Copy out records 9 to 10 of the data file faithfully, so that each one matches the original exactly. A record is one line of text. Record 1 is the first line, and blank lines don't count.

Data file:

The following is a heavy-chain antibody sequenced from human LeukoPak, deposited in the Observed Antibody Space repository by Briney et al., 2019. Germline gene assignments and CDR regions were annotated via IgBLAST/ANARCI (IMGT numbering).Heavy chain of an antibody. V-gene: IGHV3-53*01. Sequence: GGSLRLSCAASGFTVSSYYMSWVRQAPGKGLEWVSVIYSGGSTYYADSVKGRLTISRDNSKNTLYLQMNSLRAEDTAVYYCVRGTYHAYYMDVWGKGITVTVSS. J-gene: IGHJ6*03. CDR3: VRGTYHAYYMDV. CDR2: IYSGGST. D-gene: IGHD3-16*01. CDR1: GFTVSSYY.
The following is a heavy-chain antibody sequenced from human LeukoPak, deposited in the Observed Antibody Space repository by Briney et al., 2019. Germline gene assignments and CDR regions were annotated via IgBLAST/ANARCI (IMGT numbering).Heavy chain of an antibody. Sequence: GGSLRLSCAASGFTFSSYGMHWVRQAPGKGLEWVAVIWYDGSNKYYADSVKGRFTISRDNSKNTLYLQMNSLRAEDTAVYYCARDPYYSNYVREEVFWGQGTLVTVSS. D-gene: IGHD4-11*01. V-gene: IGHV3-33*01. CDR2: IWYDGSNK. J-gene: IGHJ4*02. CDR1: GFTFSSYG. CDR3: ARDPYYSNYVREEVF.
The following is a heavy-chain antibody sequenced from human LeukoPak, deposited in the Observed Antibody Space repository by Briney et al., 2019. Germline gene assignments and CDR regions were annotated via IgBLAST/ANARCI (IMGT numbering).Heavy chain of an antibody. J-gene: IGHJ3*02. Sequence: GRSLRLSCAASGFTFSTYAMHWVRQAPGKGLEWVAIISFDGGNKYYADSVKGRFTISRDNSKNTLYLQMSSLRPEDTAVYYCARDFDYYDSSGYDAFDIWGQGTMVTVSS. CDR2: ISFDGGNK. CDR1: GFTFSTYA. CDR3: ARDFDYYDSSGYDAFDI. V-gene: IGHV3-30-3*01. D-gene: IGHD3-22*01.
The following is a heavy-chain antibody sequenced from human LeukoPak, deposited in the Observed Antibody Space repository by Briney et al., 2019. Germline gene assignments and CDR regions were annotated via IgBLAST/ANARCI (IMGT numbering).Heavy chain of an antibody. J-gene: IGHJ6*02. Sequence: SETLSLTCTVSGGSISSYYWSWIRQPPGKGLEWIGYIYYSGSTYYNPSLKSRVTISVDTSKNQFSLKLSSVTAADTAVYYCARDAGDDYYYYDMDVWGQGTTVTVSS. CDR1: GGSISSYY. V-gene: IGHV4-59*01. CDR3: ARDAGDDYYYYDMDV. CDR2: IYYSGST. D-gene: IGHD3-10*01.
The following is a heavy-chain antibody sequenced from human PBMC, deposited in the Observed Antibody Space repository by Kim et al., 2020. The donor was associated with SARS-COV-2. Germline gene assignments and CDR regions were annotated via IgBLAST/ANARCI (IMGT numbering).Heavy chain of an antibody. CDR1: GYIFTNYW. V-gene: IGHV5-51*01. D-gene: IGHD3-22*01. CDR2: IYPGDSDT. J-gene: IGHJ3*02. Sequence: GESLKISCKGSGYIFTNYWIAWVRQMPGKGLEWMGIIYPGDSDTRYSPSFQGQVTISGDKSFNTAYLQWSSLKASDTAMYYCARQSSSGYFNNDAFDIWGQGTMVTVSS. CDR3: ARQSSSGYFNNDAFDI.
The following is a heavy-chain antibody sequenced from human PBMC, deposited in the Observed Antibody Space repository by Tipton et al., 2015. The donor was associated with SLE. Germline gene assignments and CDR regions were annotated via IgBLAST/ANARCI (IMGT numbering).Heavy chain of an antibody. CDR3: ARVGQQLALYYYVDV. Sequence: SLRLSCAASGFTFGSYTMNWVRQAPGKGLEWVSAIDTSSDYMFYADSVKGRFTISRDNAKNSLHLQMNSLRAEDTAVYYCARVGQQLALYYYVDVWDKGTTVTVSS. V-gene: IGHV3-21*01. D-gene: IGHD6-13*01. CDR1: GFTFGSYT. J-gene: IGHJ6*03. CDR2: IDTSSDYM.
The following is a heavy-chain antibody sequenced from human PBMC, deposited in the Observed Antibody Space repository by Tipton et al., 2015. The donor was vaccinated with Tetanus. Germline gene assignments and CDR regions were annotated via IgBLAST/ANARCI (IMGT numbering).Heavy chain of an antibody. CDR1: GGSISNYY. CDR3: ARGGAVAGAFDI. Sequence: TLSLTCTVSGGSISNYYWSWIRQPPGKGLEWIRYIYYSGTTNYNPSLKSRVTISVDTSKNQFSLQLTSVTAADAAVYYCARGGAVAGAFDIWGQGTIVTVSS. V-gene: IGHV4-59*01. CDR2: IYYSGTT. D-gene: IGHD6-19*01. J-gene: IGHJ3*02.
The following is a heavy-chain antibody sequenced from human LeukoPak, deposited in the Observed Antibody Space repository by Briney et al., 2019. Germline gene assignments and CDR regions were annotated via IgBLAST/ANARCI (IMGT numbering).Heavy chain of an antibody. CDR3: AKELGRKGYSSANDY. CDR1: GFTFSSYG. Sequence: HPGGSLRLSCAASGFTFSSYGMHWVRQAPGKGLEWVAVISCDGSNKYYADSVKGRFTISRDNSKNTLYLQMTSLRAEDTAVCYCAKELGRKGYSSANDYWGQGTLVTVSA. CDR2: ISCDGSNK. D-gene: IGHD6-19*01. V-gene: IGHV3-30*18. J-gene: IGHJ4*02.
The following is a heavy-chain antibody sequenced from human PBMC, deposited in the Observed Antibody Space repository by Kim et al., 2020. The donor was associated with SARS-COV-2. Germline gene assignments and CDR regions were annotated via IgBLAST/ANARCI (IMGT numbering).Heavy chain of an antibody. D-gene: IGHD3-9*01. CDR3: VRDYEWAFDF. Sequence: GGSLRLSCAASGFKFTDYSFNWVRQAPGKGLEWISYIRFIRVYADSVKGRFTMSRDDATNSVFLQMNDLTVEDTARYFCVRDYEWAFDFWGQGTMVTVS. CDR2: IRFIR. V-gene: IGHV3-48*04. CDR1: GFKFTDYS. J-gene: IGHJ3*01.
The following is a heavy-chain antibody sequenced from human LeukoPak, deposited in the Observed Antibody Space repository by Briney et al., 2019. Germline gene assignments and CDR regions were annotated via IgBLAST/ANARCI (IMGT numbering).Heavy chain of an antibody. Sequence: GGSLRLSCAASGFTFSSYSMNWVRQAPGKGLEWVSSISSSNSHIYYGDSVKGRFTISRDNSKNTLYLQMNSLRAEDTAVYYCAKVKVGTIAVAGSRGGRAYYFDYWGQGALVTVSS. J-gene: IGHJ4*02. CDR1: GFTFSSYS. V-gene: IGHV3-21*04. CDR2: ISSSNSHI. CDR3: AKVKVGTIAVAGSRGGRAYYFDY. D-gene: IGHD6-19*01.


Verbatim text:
The following is a heavy-chain antibody sequenced from human PBMC, deposited in the Observed Antibody Space repository by Kim et al., 2020. The donor was associated with SARS-COV-2. Germline gene assignments and CDR regions were annotated via IgBLAST/ANARCI (IMGT numbering).Heavy chain of an antibody. D-gene: IGHD3-9*01. CDR3: VRDYEWAFDF. Sequence: GGSLRLSCAASGFKFTDYSFNWVRQAPGKGLEWISYIRFIRVYADSVKGRFTMSRDDATNSVFLQMNDLTVEDTARYFCVRDYEWAFDFWGQGTMVTVS. CDR2: IRFIR. V-gene: IGHV3-48*04. CDR1: GFKFTDYS. J-gene: IGHJ3*01.
The following is a heavy-chain antibody sequenced from human LeukoPak, deposited in the Observed Antibody Space repository by Briney et al., 2019. Germline gene assignments and CDR regions were annotated via IgBLAST/ANARCI (IMGT numbering).Heavy chain of an antibody. Sequence: GGSLRLSCAASGFTFSSYSMNWVRQAPGKGLEWVSSISSSNSHIYYGDSVKGRFTISRDNSKNTLYLQMNSLRAEDTAVYYCAKVKVGTIAVAGSRGGRAYYFDYWGQGALVTVSS. J-gene: IGHJ4*02. CDR1: GFTFSSYS. V-gene: IGHV3-21*04. CDR2: ISSSNSHI. CDR3: AKVKVGTIAVAGSRGGRAYYFDY. D-gene: IGHD6-19*01.